NOTE: Ownership of the private industrial timber lands within Lobster Creek has transferred from Hancock Timber Resources Group to other industrial timber owners. However, HTRG was a partner in the Lobster Creek Whole-Basin Restoration Project for a number of years, and they are referenced in the overview below.
Interest in a whole-basin restoration strategy for Lobster Creek existed among a group of key constituencies for over two years prior to the project's inception. Discussions between HTRG, ODFW and Paul Hoobyar began in August, 1994.
A watershed restoration workshop organized by Paul Hoobyar held in October of 1994 further increased interest in the concept. Discussions were conducted regarding the development of a whole basin strategy with Hancock Timber Resources Group (HTRG), Oregon Dept. of Fish & Wildlife (ODFW), the Lower Rogue Watershed Council, (PRC), and the USFS Gold Beach Ranger District (USFS), collectively and individually.
Watershed Initiatives provided project oversight and coordination.
A number of projects and activities related to restoration were undertaken in the basin. On HTRG land, culvert replacement, road "storm proofing," riparian stand conversions, and large wood placement have been done by HTRG, in partnership with ODFW and the Lower Rogue Watershed Council.
Charley Dewberry, stream ecologist, completed a habitat and fish distribution survey of the lower basin. USFS installed a dedicated juvenile smolt trap (in partnership with ODFW & HTRG) and conducted spawning surveys annually for five years. Finally, the USFS conducted stream and spawning surveys in the upper part of the basin.
The Restoration Strategy
This project provided coordination between these groups, with the goal of maximizing the potential of the existing efforts, as well as increasing the capacity to establish whole-basin priorities and opportunities which couldn't be developed with independent approaches.
The whole-basin approach included coordinating restoration efforts planned by the USFS (with lands in the upper basin) with the restoration efforts of the partnership of key stakeholders in the lower basin using data collection, monitoring, and adaptive management techniques.
The major components the restoration strategy included:
- Locate where the fish are still utilizing the streams
- Two “whole basin” dive counts in Spring and Fall of 1997 were conducted to determine abundance and distribution of salmonids throughout the watershed and identify “hot spots” that have high levels of function and productivity in streams. Follow up dive counts in 1998 and 1999 further corroborated distributions of salmonids and secured the location of the areas that have the highest levels of productivity and ecological function.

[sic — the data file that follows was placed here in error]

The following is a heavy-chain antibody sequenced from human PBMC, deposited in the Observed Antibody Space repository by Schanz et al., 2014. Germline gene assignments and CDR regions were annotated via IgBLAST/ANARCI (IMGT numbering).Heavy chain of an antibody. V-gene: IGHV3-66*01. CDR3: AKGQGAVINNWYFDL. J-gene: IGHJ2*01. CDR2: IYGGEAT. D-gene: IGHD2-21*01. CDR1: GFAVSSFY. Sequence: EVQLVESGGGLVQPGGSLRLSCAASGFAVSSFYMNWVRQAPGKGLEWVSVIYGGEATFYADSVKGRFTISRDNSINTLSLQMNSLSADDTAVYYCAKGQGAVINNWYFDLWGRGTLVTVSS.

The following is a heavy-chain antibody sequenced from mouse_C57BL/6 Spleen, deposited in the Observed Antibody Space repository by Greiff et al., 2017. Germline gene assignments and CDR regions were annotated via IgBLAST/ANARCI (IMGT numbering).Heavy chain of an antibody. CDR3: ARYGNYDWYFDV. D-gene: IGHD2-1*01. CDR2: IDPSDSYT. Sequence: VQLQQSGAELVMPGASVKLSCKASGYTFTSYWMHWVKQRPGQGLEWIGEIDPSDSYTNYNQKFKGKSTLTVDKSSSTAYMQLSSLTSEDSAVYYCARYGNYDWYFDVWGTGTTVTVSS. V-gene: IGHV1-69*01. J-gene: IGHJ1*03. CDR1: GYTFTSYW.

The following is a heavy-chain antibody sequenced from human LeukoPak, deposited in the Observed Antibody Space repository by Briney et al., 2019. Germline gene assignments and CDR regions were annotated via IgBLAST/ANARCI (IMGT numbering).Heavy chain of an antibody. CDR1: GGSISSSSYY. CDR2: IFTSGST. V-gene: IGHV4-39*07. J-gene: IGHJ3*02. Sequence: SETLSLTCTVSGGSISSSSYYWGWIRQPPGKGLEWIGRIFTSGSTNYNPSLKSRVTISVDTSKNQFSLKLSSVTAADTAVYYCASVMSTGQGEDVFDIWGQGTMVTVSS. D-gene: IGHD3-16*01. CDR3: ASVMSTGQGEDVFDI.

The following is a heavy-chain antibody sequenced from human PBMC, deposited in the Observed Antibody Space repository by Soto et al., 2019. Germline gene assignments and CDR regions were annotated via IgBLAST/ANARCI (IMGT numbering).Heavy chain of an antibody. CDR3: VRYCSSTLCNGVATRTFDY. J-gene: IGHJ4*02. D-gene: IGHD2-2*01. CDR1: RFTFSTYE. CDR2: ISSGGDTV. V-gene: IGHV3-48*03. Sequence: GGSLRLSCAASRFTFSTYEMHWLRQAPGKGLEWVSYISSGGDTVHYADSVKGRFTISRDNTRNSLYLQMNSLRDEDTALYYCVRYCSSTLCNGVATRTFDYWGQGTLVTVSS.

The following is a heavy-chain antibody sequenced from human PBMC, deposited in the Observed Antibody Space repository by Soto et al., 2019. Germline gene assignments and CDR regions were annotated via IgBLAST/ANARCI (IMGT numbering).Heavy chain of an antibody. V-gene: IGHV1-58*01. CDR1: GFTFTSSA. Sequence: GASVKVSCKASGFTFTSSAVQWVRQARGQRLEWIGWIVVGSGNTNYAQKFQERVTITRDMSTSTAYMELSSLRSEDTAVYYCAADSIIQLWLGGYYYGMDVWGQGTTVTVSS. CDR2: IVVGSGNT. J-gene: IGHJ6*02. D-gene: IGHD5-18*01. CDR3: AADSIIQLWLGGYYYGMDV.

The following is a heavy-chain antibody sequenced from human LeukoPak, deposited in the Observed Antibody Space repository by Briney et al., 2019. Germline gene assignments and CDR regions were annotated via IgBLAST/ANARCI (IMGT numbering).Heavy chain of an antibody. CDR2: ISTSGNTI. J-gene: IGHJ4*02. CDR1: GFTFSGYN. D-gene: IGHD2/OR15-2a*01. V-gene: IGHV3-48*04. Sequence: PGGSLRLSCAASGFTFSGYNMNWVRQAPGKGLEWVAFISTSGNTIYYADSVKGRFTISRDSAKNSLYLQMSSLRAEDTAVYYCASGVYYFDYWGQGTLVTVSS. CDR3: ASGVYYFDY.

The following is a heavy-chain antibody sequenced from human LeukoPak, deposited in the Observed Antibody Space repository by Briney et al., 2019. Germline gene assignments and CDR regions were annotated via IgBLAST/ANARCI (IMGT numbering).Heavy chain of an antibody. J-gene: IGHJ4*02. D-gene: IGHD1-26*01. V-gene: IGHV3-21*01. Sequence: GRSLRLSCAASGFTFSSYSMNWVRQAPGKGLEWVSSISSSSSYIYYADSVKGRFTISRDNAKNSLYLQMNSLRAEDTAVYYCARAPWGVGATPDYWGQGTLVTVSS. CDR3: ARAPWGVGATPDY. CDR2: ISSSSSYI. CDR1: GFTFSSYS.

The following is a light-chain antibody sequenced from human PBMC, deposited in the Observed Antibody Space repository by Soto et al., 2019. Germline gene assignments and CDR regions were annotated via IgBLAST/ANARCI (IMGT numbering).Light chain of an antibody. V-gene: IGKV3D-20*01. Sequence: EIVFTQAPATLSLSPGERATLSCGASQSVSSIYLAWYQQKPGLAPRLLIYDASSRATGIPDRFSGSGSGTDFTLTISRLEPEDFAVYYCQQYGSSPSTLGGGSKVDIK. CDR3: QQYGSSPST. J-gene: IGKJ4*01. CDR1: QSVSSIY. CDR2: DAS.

- Locate any threats, upslope or upstream, to these places
- The partnership determined what threats to these areas existed throughout the basin (e.g. road-related problems, culverts, timber sale lay-outs and timing, etc.) by inventorying all roads and management plans in the HTRG lands, and working with the USFS to assess road-related threats on Forest Service managed lands.
- Remove the threats
- Work with partners to remove or alleviate these threats.
- Look for restoration opportunities
- Determine opportunities for restoration using refuge and hot spot areas as high priority guides (riparian planting, possible instream work, etc.)
- Continue dive counts, smolt trap monitoring and analysis of data to increase reliability for three-plus years.
- Reconstruct historic forest composition of basin to better determine goals of restoration.
- Based on data collected from dive counts and initial projects, determine subsequent restoration efforts.
The project received funding from a variety of sources, including the Hancock Timber Resources Group and the World Wildlife Fund. ODFW and the USFS committed in-kind contributions of staff time to help with monitoring and project development.
The Lower Rogue Watershed Council has conducted projects in Lobster Creek with OWEB funding, and restoration projects have been on-going using OWEB and other funds.
Based on whole-basin analyses, the major threats identified to the source areas are road-related. Culverts at stream crossings, fill areas, and roads across unstable slopes were inventoried on HTRG lands, and stream crossings were inventoried on the National Forest.
- Dedicated smolt trap (cost-shared by USFS and HTRG) staffed by ODFW
- Identification of "source areas" in Lobster Creek and subsequent verification of their spatial locat ion and viability over the past two years through snorkel surveys and smolt trap sampling;
- Identification of the major threats to these source areas through road surveys, stream crossing inventories and stream surveys;
- Development of a standardized road inventory tool used on both the National Forest and industrial timber lands that provides a consistent methodology for inventorying and prioritizing road-related sediment sources;